One of the most popular personal development training programs today is The 7 Habits Of Highly Effective People by Stephen R. Covey. 1 Many church and religious organizations are using this program to train ministers and leaders. One of the reasons they find this program attractive is because it gives a prominent place to spirituality in personal growth. However, most of those who take this training are unaware of the specific religious beliefs that are behind many of Covey’s principles.
Covey has stated these religious beliefs in an earlier book entitledThe Divine Center. This book contains many of the same principles that are found in 7 Habits. Many of the anecdotes and illustrations in the two books are also similar. An analysis ofThe Divine Center reveals that Covey’s religious beliefs are Mormon.
Covey explains in this book that that he has discovered how to communicate Mormon truths to non-Mormons by simply changing his vocabulary. He writes, “I have found in speaking to various non-LDS groups in different cultures that we can teach and testify of many gospel principles if we are careful in selecting words which carry our meaning but come from their experience and frame of mind.” [Divine Center, p. 240.]
In The 7 Habits Of Highly Effective People Covey writes that he finds renewal in daily meditation on the scriptures. [7 Habits, p. 292.] In “the Gospel of John, the epistles of Paul and Peter, the Book of Mormon, and Doctrine and Covenants.” [Divine Center,” p. 298.]
He also writes, “Cultivate the habit of reading the scripture everyday — perhaps just before retiring. It’s better to go to sleep on Helaman or Moroni than on the latest TV talk show.” [Divine Center, p. 197.]
7 Habits refers to “natural laws in the human dimension that are just as real, as unchanging and unarguably ‘there’ as laws such as gravity are in the physical dimension.” [7 Habits, p. 32.] In The Divine Center Covey identifies these “laws of nature” as the teachings of the LDS Church which “enable the individual personality to grow and develop until eventually he can become like his Father in Heaven.” [Divine Center, p. 246.] For example, The Divine Center reveals that Covey derives his principle of being pro-active rather than reactive from Mormon scriptures. [Divine Center, p. 176; 7 Habits, pp. 70-77.]
Those who have read Covey’s 7 Habits are familiar with his use of the term “map” for a paradigm of life.[7 Habits, p. 29-35.] He writes, “The more closely our maps or paradigms are aligned with these principles or natural laws, the more accurate and functional they will be. Correct maps will infinitely impact our personal and interpersonal effectiveness far more than any amount of effort expanded on changing attitudes and behaviors.” [7 Habits, p. 35.] In The Divine Center he identifies both correct and incorrect maps. Covey reveals that the true map is the LDS Church and that evangelical Christianity is a false map that limits the personal development of its followers. He writes:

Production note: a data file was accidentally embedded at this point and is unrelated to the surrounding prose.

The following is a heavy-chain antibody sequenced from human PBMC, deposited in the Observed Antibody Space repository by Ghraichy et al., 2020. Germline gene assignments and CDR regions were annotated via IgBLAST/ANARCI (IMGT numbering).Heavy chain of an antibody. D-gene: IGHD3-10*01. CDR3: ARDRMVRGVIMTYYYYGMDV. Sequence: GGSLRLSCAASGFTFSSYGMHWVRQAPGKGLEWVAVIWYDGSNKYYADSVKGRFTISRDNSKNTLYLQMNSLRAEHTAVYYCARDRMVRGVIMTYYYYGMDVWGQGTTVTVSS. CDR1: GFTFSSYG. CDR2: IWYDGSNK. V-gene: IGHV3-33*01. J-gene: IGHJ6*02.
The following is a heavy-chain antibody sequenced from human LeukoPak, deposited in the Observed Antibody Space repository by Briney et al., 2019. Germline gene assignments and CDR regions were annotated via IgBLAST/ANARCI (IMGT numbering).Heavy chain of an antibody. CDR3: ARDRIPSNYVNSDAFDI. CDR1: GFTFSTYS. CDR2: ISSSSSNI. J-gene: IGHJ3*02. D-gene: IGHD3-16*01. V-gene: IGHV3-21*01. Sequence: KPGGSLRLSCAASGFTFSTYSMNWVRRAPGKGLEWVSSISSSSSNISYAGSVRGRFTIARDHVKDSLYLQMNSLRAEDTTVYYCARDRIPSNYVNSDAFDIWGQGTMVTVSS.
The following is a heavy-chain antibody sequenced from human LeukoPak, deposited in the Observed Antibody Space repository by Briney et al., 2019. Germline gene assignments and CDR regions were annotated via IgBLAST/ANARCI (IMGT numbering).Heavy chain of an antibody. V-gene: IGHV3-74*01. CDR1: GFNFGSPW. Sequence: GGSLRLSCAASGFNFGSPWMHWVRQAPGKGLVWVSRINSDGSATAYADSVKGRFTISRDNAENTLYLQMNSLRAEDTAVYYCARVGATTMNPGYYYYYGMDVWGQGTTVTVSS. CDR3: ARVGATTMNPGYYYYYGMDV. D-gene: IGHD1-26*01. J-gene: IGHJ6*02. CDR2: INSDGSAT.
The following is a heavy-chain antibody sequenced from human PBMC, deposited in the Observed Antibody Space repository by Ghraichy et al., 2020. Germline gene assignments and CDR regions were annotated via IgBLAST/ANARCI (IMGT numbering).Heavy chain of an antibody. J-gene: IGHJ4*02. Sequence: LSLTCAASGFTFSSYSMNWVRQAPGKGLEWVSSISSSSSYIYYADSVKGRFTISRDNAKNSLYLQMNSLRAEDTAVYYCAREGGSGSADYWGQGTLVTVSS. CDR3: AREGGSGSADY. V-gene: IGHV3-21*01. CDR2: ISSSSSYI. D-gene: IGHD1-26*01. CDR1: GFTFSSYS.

Because of the incorrect map inherited through centuries of apostasy, the sectarian world does not understand the above concepts. The map so distorts the knowledge of who we really are, who our Father in Heaven really is, who Jesus Christ really is, and who the Holy Ghost really is, that it imposes enormous limitations on the software program of those who ‘buy into it.’ It also impels their minds to great accusation and criticism of those who are correctly programmed in these matters. They call the Latter-day Saint concept of an anthropomorphic God arrogant, presumptuous, and narcissistic. Their concepts drastically reduce man’s ultimate potential. To them, the potential is not to become like God, not to have eternal life — that is, to have the kind of life and character that God has, to become perfected as he is — but instead to become his eternal robots, worshipping him in a saved condition throughout all eternity. This rules out the celestial family stewardship, the opportunity to become eternal co-inheritors of all that the Father has, and the eventual opportunity to become like the Father, a god, capable of eternal increase, of spiritual procreation.
The true map, on the other hand, tells us what Elder Lorenzo Snow summarized in his couplet:‘As man now is, God once was;
As God now is, man may become.’
– Source: [Divine Center, p. 81.]
Covey criticizes evangelical denominations for promoting “incorrect maps.” Those who follow these false maps “are blinded by the subtle craftiness of men.” [Divine Center, p. 16.] He writes, “No wonder Joseph Smith under inspiration identified the ‘creeds of the fathers’ as ‘the very mainspring of all corruption;'” [Divine Center, p. 17.]
He also argues that the beliefs of traditional Christianity are “false maps … in the form of beliefs or doctrines or creeds.” [Divine Center, p. 15.] Covey refers to Mormon scripture (Joseph Smith — History 1:19) to prove that the beliefs of evangelical churches are “an abomination in the sight of God.” [Divine Center,” p. 15.] (Note: Joseph Smith — History 1:5 reveals that the three churches in question were Methodist, Presbyterian, and Baptist.)
Covey contends that the message of non-LDS churches is an inaccurate and distorted map.